Monument Quilt, created by survivors of rape and abuse, visits Johns Hopkins

Image credit: Will Kirk / Johns Hopkins University

Four-foot red fabric squares stitched and spray-painted with a collection of messages created a multicolored display on Johns Hopkins University's Homewood campus on Wednesday.

Together, the 450 stories of survivors of rape and abuse sprawled across The Beach, sharing a message to the university community—"Not Alone."

The traveling memorial of squares, pieced together to create the 100–foot Monument Quilt, stopped at Hopkins for a day-long display sponsored by the Sexual Assault Resource Unit (SARU) and Center for Health Education and Wellness (CHEW).

"Today was a remarkable thing. Survivors on our campus and people who support them came together to acknowledge that sexual assault happens and that's not our fault," said Ella Rogers-Fett, a senior history major and co-director of SARU. "We claimed physical space and brought hundreds of survivors' voices out into the open. Empowered by the stories represented in the quilt, we felt safe to give and get the support that is often missing from campus."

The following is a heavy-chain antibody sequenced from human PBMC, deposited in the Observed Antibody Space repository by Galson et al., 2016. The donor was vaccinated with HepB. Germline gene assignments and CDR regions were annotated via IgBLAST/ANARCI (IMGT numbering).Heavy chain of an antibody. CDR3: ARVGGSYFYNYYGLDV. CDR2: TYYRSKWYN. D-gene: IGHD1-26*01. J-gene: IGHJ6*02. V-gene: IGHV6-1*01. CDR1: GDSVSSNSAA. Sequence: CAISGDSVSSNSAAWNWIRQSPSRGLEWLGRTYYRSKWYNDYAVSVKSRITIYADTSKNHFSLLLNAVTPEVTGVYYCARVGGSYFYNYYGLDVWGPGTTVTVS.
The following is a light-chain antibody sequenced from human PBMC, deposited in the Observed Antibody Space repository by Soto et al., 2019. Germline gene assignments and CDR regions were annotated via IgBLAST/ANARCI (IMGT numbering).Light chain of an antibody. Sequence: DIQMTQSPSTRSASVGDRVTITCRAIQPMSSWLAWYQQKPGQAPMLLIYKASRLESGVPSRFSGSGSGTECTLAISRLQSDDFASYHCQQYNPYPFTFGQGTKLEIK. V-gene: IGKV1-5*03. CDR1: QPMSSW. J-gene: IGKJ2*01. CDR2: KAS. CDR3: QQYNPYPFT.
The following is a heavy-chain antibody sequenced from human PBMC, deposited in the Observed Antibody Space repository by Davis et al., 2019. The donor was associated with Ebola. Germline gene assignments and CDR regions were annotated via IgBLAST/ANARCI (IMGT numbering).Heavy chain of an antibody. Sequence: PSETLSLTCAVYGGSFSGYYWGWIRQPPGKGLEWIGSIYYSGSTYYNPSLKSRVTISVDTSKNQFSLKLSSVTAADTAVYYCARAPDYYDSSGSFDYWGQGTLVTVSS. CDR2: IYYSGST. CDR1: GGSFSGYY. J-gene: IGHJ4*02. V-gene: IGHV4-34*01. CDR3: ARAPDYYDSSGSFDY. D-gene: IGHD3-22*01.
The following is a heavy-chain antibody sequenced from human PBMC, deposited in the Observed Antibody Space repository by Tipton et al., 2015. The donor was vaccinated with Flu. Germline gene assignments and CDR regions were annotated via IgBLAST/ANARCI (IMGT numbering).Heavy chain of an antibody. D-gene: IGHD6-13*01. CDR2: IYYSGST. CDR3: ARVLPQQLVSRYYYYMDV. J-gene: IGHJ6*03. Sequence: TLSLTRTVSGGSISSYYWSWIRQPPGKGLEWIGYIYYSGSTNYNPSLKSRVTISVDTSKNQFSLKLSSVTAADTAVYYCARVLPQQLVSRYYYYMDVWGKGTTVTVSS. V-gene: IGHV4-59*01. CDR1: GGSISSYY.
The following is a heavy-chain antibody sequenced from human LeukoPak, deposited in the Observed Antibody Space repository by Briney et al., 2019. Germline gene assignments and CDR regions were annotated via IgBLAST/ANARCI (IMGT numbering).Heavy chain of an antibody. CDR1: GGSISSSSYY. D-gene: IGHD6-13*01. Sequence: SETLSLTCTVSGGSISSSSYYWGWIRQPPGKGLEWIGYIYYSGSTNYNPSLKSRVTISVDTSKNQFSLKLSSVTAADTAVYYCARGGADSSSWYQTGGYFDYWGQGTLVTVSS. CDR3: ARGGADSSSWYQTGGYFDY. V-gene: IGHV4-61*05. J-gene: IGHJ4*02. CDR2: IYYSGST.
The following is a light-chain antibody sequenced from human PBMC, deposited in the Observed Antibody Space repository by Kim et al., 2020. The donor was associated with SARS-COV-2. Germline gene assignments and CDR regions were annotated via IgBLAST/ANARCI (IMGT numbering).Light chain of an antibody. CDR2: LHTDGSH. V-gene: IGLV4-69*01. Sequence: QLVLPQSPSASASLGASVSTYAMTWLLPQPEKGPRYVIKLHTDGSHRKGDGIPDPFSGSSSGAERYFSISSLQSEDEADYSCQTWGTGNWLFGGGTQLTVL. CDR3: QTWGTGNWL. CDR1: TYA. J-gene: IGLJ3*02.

The quilt, a product of the anti-rape activist group Force, has made an appearance in 22 cities across the U.S. It aims to encourage a culture in which survivors are publicly supported rather than publicly shamed, says Force co-founder Hannah Brancato, who launched the project with artist Rebecca Nagle in 2010. The quilt project will culminate in a one-mile blanket of 6,000 squares at the National Mall in Washington, D.C., as a memorial to survivors.

The Monument Quilt is the latest activist work for the Baltimore-based duo, who made headlines in 2013 when they launched a viral Internet hoax, a site purporting to be a Playboy annual college party guide dedicated to issues of rape and consent. In 2012, they spoofed Victoria's Secret with a "Pink Loves Consent" line of lingerie emblazoned with sayings like "Respect" and "No Means No."

The quilt's arrival at Hopkins comes at a time when awareness about the problem of sexual assault on college campuses is on the rise and just days after the release of one of the largest studies ever conducted on college sexual violence. In the study, released by The Association of American Universities, more than 20% of female undergraduates surveyed from a number of leading universities said they were victims of sexual assault and misconduct.

At Johns Hopkins on Wednesday, students added 25 new squares of their own to the quilt. There were therapy dogs, yoga, and a dance performance at the event. There were also representatives from TurnAround, Diverse Sexuality And Gender Alliance, Hopkins Feminists, A Place To Talk, Shakti, Taiwanese American Student Association, Women's Pre Health Leadership Society, and Preventative Education and Empowerment for Peers.

"It's so surreal to have this space on campus." said junior Christine Fei, a member of SARU. "It's really bold for us to be out here like this."